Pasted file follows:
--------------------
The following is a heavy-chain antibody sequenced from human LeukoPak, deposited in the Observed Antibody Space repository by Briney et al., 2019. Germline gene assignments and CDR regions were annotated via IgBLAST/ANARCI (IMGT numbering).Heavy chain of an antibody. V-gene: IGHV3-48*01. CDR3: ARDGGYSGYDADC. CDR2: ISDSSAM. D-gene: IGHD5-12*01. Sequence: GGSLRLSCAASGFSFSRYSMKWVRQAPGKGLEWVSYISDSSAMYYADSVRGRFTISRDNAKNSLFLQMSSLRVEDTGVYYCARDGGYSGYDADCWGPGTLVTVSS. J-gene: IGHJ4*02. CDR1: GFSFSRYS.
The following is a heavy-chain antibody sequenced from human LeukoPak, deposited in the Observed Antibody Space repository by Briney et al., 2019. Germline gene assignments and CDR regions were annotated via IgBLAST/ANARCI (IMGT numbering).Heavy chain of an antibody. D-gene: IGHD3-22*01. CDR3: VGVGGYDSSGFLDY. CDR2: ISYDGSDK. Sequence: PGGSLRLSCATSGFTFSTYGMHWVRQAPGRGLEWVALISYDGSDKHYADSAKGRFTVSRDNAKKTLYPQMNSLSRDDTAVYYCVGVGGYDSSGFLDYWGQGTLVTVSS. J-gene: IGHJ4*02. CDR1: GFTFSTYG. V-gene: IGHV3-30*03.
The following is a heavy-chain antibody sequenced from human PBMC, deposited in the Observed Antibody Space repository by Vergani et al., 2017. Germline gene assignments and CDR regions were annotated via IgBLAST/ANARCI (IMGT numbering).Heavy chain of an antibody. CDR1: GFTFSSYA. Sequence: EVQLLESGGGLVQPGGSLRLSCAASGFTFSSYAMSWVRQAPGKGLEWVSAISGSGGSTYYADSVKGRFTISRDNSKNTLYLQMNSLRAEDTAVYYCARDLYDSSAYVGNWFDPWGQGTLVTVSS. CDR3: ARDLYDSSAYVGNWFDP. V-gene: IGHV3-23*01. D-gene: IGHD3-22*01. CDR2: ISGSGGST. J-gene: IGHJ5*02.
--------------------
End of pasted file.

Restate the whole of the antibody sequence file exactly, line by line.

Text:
The following is a heavy-chain antibody sequenced from human LeukoPak, deposited in the Observed Antibody Space repository by Briney et al., 2019. Germline gene assignments and CDR regions were annotated via IgBLAST/ANARCI (IMGT numbering).Heavy chain of an antibody. V-gene: IGHV3-48*01. CDR3: ARDGGYSGYDADC. CDR2: ISDSSAM. D-gene: IGHD5-12*01. Sequence: GGSLRLSCAASGFSFSRYSMKWVRQAPGKGLEWVSYISDSSAMYYADSVRGRFTISRDNAKNSLFLQMSSLRVEDTGVYYCARDGGYSGYDADCWGPGTLVTVSS. J-gene: IGHJ4*02. CDR1: GFSFSRYS.
The following is a heavy-chain antibody sequenced from human LeukoPak, deposited in the Observed Antibody Space repository by Briney et al., 2019. Germline gene assignments and CDR regions were annotated via IgBLAST/ANARCI (IMGT numbering).Heavy chain of an antibody. D-gene: IGHD3-22*01. CDR3: VGVGGYDSSGFLDY. CDR2: ISYDGSDK. Sequence: PGGSLRLSCATSGFTFSTYGMHWVRQAPGRGLEWVALISYDGSDKHYADSAKGRFTVSRDNAKKTLYPQMNSLSRDDTAVYYCVGVGGYDSSGFLDYWGQGTLVTVSS. J-gene: IGHJ4*02. CDR1: GFTFSTYG. V-gene: IGHV3-30*03.
The following is a heavy-chain antibody sequenced from human PBMC, deposited in the Observed Antibody Space repository by Vergani et al., 2017. Germline gene assignments and CDR regions were annotated via IgBLAST/ANARCI (IMGT numbering).Heavy chain of an antibody. CDR1: GFTFSSYA. Sequence: EVQLLESGGGLVQPGGSLRLSCAASGFTFSSYAMSWVRQAPGKGLEWVSAISGSGGSTYYADSVKGRFTISRDNSKNTLYLQMNSLRAEDTAVYYCARDLYDSSAYVGNWFDPWGQGTLVTVSS. CDR3: ARDLYDSSAYVGNWFDP. V-gene: IGHV3-23*01. D-gene: IGHD3-22*01. CDR2: ISGSGGST. J-gene: IGHJ5*02.